TRADING IN CFDS ON SHARES
What is Shares Trading?
CFD trading is very similar to shares trading except that when you trade a contract for difference, you don’t own the underlying share. Unlike investing in stocks, when you trade CFDs, you are not buying or selling the underlying asset. What you purchase is a contract between yourself and Top Invest 100.
The critical difference between trading a CFD long and buying security is due to the leverage that is employed. Contracts for difference are traded on margin, which means that there is no need to tie up the full market value of purchasing the equivalent stock position. This also allows traders to open larger positions than their capital would otherwise allow.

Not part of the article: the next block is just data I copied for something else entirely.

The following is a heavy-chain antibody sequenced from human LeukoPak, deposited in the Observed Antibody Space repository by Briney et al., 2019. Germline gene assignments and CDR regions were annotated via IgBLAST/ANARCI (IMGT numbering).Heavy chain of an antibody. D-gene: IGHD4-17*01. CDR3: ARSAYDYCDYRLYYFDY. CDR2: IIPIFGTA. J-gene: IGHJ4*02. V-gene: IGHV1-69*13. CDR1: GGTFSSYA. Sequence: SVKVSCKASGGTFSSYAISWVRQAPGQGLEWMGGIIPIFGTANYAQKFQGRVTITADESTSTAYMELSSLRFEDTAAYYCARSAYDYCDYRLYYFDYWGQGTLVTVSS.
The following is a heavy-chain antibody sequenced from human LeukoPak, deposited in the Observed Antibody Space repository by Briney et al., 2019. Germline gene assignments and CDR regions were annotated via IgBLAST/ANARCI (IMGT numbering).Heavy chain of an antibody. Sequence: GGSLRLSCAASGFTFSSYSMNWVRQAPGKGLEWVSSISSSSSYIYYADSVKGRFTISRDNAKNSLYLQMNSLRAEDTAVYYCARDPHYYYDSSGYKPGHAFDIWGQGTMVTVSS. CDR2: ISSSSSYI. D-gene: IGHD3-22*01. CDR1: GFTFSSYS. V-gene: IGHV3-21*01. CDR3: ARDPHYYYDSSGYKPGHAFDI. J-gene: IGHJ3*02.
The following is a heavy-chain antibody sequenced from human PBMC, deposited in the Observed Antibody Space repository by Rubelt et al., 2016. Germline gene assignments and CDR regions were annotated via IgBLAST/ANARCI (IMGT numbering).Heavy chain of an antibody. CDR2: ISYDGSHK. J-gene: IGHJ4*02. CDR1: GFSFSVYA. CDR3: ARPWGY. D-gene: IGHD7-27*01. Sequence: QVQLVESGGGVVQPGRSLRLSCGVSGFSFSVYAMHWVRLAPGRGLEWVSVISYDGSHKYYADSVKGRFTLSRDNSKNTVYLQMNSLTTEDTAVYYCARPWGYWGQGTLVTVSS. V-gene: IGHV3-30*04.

On a share CFD with a 5% margin, you can gain exposure up to twenty times as many shares for the same capital outlay compared to an investor in physical stocks.
For instance, suppose you buy 5 shares of Google at $400, you would have to pay $2000 ($400 x 5). But if you purchased 5 Google CFDs at $400, and the margin requirement was 10%, you would only be required to fork out $200, leaving you money to use on more trades.
The net effect is a return (or loss) of 10+ times the amount using CFDs over shares due to the leverage that is employed. The fact that CFDs are traded on margin (which means that your broker is effectively lending you money) implies that a contract for difference trade attracts finance charges while a position is held, while this does not apply to the share trade.